Edgar Lee Masters' "Ida Chicken" - Owlcation - Education
Updated date:

Edgar Lee Masters' "Ida Chicken"

Poetry became my passion after I fell in love with Walter de la Mare's "Silver" in Mrs. Edna Pickett's sophomore English class circa 1962.

Edgar Lee Masters

Introduction and Text of "Ida Chicken"

From Edgar Lee Masters' American classic, Spoon River Anthology, "Ida Chicken" considering herself an intellectual, deems herself above the ordinary citizens of Spoon River. She sounds like the typical modern statist, denigrating the U.S. Constitution, complaining that she could not "defend or support it at all!"—and then belly-aching that she had to take an oath to secure a passport to France. One might hope that Ida remained in France for her own peace of mind, if not for sake of equanimity in her native nation.

Ida Chicken

After I had attended lectures
At our Chautauqua, and studied French
For twenty years, committing the grammar
Almost by heart,
I thought I’d take a trip to Paris
To give my culture a final polish.
So I went to Peoria for a passport—
(Thomas Rhodes was on the train that morning.)
And there the clerk of the district Court
Made me swear to support and defend
The constitution—yes, even me—
Who couldn’t defend or support it at all!
And what do you think? That very morning
The Federal Judge, in the very next room
To the room where I took the oath,
Decided the constitution
Exempted Rhodes from paying taxes
For the water works of Spoon River!

Reading of "Ida Chicken"

Commentary

Ida Chicken wants to travel to Paris to put polish on her language skills in French.

First Movement: A Smart Chicken

After I had attended lectures
At our Chautauqua, and studied French
For twenty years, committing the grammar
Almost by heart,
I thought I’d take a trip to Paris
To give my culture a final polish.

Note of historical interest: "At our Chautauqua" alludes to the lecture circuit of traveling shows that become very popular in America in the late 19th and early 20th centuries. In addition to lectures, it staged plays, presented concerts, and other entertainment, all modeled on the events that originated at the Chautauqua Institution New York.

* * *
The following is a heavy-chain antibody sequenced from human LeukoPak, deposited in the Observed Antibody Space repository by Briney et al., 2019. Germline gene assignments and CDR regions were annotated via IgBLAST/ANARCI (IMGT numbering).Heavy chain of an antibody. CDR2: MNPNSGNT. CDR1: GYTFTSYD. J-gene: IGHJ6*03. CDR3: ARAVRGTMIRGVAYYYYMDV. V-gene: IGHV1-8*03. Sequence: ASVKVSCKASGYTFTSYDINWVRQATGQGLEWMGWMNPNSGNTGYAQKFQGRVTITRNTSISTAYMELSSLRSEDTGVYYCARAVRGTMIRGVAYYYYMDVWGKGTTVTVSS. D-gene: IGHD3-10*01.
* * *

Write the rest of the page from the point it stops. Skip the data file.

Ida Chicken, by touting an interest in "lectures" and studying French, is self-identifying as an intellectual. It would be natural that such an individual would desire to travel to France to improve language skills and as Ida puts it "give my culture a final polish."

Second Movement: To Secure a Passport in Peoria

So I went to Peoria for a passport—
(Thomas Rhodes was on the train that morning.)
And there the clerk of the district Court
Made me swear to support and defend
The constitution—yes, even me—
Who couldn’t defend or support it at all!

Ida then travels to Peoria to fetch a passport and reports that Thomas Rhodes happened to be traveling on the same train as Ida that day. Ida then complains that in order to get the passport, she had to swear allegiance to the U.S. Constitution, vowing to "support and defend it."

Ida is offended to have to swear such support for a constitution that she obviously feels she could not support and defend "at all!" But to provide Ida with the passport, the clerk of the district court required her to swear to that support and defense.

Third Movement: In a Huff Over Thomas Rhodes' Tax Exemption

And what do you think? That very morning
The Federal Judge, in the very next room
To the room where I took the oath,
Decided the constitution
Exempted Rhodes from paying taxes
For the water works of Spoon River!